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MIT project could boost solar cell power

Posted: 28 Nov 2008     Print Version  Bookmark and Share

Keywords:photovoltaic cells  computer modelling  chip-manufacturing  silicon films 

New ways of squeezing out greater efficiency from solar photovoltaic cells are emerging from computer simulations and lab tests conducted by a team of physicists and engineers at Massachusetts Institute of Technology (MIT).

Using computer modelling and a variety of advanced chip-manufacturing techniques, they have applied an antireflection coating to the front, and a novel combination of multi-layered reflective coatings and a tightly spaced array of lines—called a diffraction grating—to the backs of ultrathin silicon films to boost the cells' output by as much as 50 per cent.

The carefully designed layers deposited on the back of the cell cause the light to bounce around longer inside the thin silicon layer, giving it time to deposit its energy and produce an electric current. Without these coatings, light would just be reflected back out into the surrounding air, said Peter Bermel, a postdoctoral researcher in MIT's Research Laboratory of Electronics who has been working on the project.

"It's critical to ensure that any light that enters the layer travels through a long path in the silicon," Bermel said. "The issue is how far does light have to travel [in the silicon] before there's a high probability of being absorbed" and knocking loose electrons to produce an electric current.

The team began by running thousands of computer simulations in which they tried out variations in the spacing of lines in the grid, the thickness of the silicon and the number and thicknesses of reflective layers deposited on the back surface. "We use our simulation tools to optimise overall efficiency and maximise the power coming out," Bermel said.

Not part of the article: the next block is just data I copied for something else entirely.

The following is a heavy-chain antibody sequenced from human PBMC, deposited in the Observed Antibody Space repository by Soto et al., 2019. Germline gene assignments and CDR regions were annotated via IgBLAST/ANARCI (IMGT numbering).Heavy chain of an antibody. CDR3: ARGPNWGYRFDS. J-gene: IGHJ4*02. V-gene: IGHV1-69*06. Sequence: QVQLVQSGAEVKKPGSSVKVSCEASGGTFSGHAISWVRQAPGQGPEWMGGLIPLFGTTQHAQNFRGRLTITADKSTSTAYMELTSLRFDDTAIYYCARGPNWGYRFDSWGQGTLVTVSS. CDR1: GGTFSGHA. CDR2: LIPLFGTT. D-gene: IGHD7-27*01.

"The simulated performance was remarkably better than any other structure, promising, for 2-micrometer-thick films, a 50 per cent efficiency increase in conversion of sunlight to electricity," said Lionel Kimerling, the Thomas Lord Professor of Materials Science and Engineering, who directed the project.

The simulations were then validated by actual lab-scale tests. "The final and most important ingredient was the relentless dedication of graduate student Lirong Zeng, in the Department of Materials Science and Engineering, to refining the structure and making it," Kimerling said. "The experiments confirmed the predictions, and the results have drawn considerable industry interest."

The team will report the first reduction to practice of their findings on Dec. 2 at the Materials Research Society's annual meeting in Boston.

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